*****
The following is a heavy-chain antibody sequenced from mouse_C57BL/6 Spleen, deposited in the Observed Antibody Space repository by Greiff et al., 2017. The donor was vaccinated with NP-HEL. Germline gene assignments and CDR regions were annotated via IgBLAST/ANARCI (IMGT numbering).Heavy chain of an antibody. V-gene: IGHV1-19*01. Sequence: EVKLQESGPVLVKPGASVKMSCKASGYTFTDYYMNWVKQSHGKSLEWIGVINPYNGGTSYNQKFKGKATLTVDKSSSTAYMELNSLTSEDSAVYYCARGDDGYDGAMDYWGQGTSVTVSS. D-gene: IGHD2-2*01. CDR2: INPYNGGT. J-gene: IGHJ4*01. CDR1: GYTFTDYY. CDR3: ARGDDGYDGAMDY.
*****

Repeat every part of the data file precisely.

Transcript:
The following is a heavy-chain antibody sequenced from mouse_C57BL/6 Spleen, deposited in the Observed Antibody Space repository by Greiff et al., 2017. The donor was vaccinated with NP-HEL. Germline gene assignments and CDR regions were annotated via IgBLAST/ANARCI (IMGT numbering).Heavy chain of an antibody. V-gene: IGHV1-19*01. Sequence: EVKLQESGPVLVKPGASVKMSCKASGYTFTDYYMNWVKQSHGKSLEWIGVINPYNGGTSYNQKFKGKATLTVDKSSSTAYMELNSLTSEDSAVYYCARGDDGYDGAMDYWGQGTSVTVSS. D-gene: IGHD2-2*01. CDR2: INPYNGGT. J-gene: IGHJ4*01. CDR1: GYTFTDYY. CDR3: ARGDDGYDGAMDY.